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The Age of Wonder, by Richard Holmes

Vital sparks in art and science

The phrase "Romantic Chemistry" did not always mean the sexual spark between two people. At the birth of English Romanticism, chemistry and other sciences, notably astronomy and the physics of electricity, were exciting components of the new mood. For so long assumed to be polar opposites, Romanticism and Science are justly reunited in Richard Holmes's new book.

The defining trait of Romanticism for Holmes is expansiveness. Joseph Banks and Mungo Park explore Africa and Polynesia, losing their Eurocentric blinkers, and in Park's case his life; William Herschel sees the universe as an evolving structure; Humphry Davy sees chemistry and electricity as vital forces, as opposed to the predictable billiard-ball mathematics of Newtonian atomism. Literary figures such as Coleridge, Wordsworth and Southey were at first thrilled by these revelations of natural forces and felt that they harmonised with their own yearnings for a poetry of power beyond the polite civilities of Alexander Pope.

Holmes's account of Herschel is a revelation. He emerges as the Darwin of cosmology, being the first to suggest that the stars and galaxies had a lifespan like organic creatures. The modern version of the universe begins with Herschel. And the story of how this self-taught German astronomer and his sister became great figures in Regency England is affecting.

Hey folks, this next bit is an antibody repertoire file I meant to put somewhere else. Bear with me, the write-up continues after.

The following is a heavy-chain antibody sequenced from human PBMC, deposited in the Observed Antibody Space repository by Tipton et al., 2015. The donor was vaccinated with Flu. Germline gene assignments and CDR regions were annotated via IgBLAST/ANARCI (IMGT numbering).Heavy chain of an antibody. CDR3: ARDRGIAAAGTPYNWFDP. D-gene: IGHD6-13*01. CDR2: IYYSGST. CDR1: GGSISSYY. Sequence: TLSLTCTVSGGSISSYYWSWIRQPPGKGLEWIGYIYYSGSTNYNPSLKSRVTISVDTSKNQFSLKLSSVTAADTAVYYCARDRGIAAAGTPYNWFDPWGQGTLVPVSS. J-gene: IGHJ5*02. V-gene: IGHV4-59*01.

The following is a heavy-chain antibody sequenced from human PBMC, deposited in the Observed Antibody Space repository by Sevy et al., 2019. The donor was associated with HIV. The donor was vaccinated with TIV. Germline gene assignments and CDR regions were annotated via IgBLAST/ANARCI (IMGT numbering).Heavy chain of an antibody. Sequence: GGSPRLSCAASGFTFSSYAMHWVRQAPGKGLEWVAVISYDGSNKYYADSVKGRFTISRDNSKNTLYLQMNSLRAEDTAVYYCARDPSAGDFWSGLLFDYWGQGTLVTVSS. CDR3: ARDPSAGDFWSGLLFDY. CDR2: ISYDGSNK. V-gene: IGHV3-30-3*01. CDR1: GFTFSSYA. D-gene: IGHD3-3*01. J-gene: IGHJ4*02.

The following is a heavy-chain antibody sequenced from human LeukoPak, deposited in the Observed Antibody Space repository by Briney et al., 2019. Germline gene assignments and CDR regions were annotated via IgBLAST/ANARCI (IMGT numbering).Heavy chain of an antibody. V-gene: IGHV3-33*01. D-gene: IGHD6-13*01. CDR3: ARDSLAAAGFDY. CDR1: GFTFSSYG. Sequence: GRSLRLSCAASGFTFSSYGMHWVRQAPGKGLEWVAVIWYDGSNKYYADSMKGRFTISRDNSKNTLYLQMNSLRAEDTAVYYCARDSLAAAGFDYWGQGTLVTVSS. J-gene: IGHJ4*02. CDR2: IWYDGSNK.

If there is Romantic Chemistry, there must be a Romantic Chemist. That person was Sir Humphry Davy, one of the stars of the book, along with Herschel and the impresario of it all: the explorer, botanist, and all-round panjandrum of science, Sir Joseph Banks. The famous epigraph to the third edition of Wordsworth and Coleridge's Lyrical Ballads (1802) – "If the time should ever come when what is now called science, thus familiarised to men, shall be ready to put on, as it were, a form of flesh and blood" – reflected Davy's influence on the two poets. Coleridge was closest to Davy and was thrilled by his discovery of "the identity of electricity and chemical attraction". Coleridge sought the Grand Unified Theory of the poetic imagination "as a single unifying force within all creative acts".

In their early days, Coleridge and Davy were yin and yang: Davy the great scientist and amateur poet, Coleridge the poet who, under Davy's influence, wished to "attack chemistry, like a shark". It is hard to credit now, but thanks to Davy's charismatic lectures at the Royal Institution and his discovery of the power of electricity to liberate new chemical elements, chemistry was briefly fashionable in the early 19th century.

Did the fault line between science and romanticism run through the Davy/Coleridge friendship or was it more personal? Davy went from success to success and became a social lion; in contrast, Coleridge's life was fraught in the extreme. Davy invited him to lecture on poetry at the Royal Institution in 1808, but Coleridge could hardly perform through opium addiction and other ailments. Davy then said: "He has suffered greatly from excessive sensibility, the disease of genius. His mind is a wilderness, in which the cedar and the oak, which might aspire to the skies, are stunted in their growth by underwood, thorns, briars, and parasitical plants". The last letter we have from Coleridge to Davy (in 1809) finds him reaffirming, rather desperately, his love for the man, but tetchily dismissing the idea that great scientists are the equal of great artists.